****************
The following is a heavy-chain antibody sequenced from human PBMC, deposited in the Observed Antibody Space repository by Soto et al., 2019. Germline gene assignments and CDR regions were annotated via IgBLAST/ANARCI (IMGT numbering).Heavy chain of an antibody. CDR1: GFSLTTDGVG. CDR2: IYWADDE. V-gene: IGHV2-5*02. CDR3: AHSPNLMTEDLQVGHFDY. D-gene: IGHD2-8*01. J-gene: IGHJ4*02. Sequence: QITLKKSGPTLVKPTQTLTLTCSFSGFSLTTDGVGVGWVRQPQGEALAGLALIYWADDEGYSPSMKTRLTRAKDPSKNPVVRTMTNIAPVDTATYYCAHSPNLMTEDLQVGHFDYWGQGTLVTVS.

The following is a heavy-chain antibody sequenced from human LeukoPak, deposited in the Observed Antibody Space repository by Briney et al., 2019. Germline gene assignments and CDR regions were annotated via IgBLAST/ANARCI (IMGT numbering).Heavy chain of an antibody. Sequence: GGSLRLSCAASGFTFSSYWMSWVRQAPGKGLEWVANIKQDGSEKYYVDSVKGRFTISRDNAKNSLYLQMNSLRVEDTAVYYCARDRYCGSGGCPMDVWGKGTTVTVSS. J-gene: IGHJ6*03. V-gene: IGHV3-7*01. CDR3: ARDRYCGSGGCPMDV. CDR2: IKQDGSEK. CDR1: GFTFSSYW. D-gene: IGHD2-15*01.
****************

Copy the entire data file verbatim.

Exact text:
The following is a heavy-chain antibody sequenced from human PBMC, deposited in the Observed Antibody Space repository by Soto et al., 2019. Germline gene assignments and CDR regions were annotated via IgBLAST/ANARCI (IMGT numbering).Heavy chain of an antibody. CDR1: GFSLTTDGVG. CDR2: IYWADDE. V-gene: IGHV2-5*02. CDR3: AHSPNLMTEDLQVGHFDY. D-gene: IGHD2-8*01. J-gene: IGHJ4*02. Sequence: QITLKKSGPTLVKPTQTLTLTCSFSGFSLTTDGVGVGWVRQPQGEALAGLALIYWADDEGYSPSMKTRLTRAKDPSKNPVVRTMTNIAPVDTATYYCAHSPNLMTEDLQVGHFDYWGQGTLVTVS.

The following is a heavy-chain antibody sequenced from human LeukoPak, deposited in the Observed Antibody Space repository by Briney et al., 2019. Germline gene assignments and CDR regions were annotated via IgBLAST/ANARCI (IMGT numbering).Heavy chain of an antibody. Sequence: GGSLRLSCAASGFTFSSYWMSWVRQAPGKGLEWVANIKQDGSEKYYVDSVKGRFTISRDNAKNSLYLQMNSLRVEDTAVYYCARDRYCGSGGCPMDVWGKGTTVTVSS. J-gene: IGHJ6*03. V-gene: IGHV3-7*01. CDR3: ARDRYCGSGGCPMDV. CDR2: IKQDGSEK. CDR1: GFTFSSYW. D-gene: IGHD2-15*01.